Atwater: Teen will have to decide to resolve his own issues
Mr. Atwater: We have a 17-, soon to be 18-year-old son. He’s a good kid and was an occasional pot smoker through most of high school, but within the past year he has started smoking much more often – sometimes before school, after school and later after work.
He’s seen counselors for other issues but seems to feel fine about the pot use. His grades are starting to suffer, and he’s much moodier and angrier. We caught him smoking at home, a big infraction of our rules, and now we’re wondering what to do.
Dear Reader: Usually what your question means is “how do I get my kid to stop smoking weed?” There are too many pieces missing to the puzzle to give you a good answer, but I’ll start by saying doing something now as opposed to when he was 12 or 13 will be different. First of all, you aren’t going to get him to quit smoking weed. He might stop, and you might be able to help facilitate that decision, but you won’t get him to quit.
Problems like you describe usually take a period of time to incubate and then pick up the necessary velocity to be noticed, so although it may seem to you like things changed in the past year, I guarantee you things were changing before that. You also mentioned he had been in counseling for “other issues,” which might yield some clues (for him) as to what he needs to work on.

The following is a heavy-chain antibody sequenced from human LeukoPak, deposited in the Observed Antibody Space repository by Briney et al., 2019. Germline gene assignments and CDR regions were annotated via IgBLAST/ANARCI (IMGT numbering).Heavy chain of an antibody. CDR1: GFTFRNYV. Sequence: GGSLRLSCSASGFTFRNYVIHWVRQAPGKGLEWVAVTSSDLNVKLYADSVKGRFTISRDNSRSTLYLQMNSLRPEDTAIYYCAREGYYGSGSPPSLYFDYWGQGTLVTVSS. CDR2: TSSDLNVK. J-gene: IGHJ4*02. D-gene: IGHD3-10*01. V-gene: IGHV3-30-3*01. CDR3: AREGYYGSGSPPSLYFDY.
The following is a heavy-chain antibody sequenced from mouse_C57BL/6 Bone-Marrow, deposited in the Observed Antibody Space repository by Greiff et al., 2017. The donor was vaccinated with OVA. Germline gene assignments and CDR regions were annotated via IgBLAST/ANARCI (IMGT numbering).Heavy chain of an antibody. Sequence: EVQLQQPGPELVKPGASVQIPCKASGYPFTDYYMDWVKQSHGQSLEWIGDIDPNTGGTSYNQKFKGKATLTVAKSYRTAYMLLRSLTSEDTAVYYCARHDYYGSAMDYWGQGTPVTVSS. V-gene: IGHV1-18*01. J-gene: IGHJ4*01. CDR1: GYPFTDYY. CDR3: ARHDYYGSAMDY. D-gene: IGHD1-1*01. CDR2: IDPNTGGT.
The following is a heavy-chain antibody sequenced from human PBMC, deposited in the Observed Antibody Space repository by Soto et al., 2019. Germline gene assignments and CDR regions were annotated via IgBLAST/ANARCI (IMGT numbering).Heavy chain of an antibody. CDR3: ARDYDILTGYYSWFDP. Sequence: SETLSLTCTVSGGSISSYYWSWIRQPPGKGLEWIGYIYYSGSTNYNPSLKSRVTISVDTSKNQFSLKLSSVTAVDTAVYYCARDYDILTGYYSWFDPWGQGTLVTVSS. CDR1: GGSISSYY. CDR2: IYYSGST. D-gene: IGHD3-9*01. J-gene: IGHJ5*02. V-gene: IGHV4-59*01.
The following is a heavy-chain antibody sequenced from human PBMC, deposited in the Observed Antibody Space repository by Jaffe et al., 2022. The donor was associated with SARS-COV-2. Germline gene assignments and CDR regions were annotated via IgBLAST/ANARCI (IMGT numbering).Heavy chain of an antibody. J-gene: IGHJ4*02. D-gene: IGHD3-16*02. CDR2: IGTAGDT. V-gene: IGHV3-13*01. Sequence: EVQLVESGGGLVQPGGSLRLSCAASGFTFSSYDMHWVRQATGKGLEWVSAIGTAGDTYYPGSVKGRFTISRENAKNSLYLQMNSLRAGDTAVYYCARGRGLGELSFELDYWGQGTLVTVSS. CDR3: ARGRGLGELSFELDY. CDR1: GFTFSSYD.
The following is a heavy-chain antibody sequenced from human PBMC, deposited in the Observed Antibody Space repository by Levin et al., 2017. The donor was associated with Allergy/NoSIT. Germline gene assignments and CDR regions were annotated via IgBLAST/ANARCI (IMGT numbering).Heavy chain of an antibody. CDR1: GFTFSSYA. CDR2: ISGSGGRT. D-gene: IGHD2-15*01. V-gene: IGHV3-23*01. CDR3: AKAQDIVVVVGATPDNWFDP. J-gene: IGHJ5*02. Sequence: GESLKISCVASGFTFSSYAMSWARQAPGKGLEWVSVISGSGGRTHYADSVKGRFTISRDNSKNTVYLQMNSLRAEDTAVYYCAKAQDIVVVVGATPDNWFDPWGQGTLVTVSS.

We almost have to handle two separate problems. The first is what you will do that might affect what he will do. The second is what he will do. With a 17-year-old living in your house, I assume you have some boundaries and some rules. You will need to continue to enforce those rules. With a 17-year-old who has a driver’s license, you might have a little leverage to use. But the main focus needs to be how you can be most helpful.
I suggest building in a requirement for a drug evaluation and follow through with any recommendations as part of any plan you make with him.
A good evaluation will help to guide whatever comes next, whether treatment of some kind or not. If treatment is required, the first step is to provide a safe and nonjudgmental environment for each young person to begin to make good decisions for themselves and how they need to handle their issues.
• Rick Atwater is a licensed clinical professional counselor. He can reached by email at email@example.com.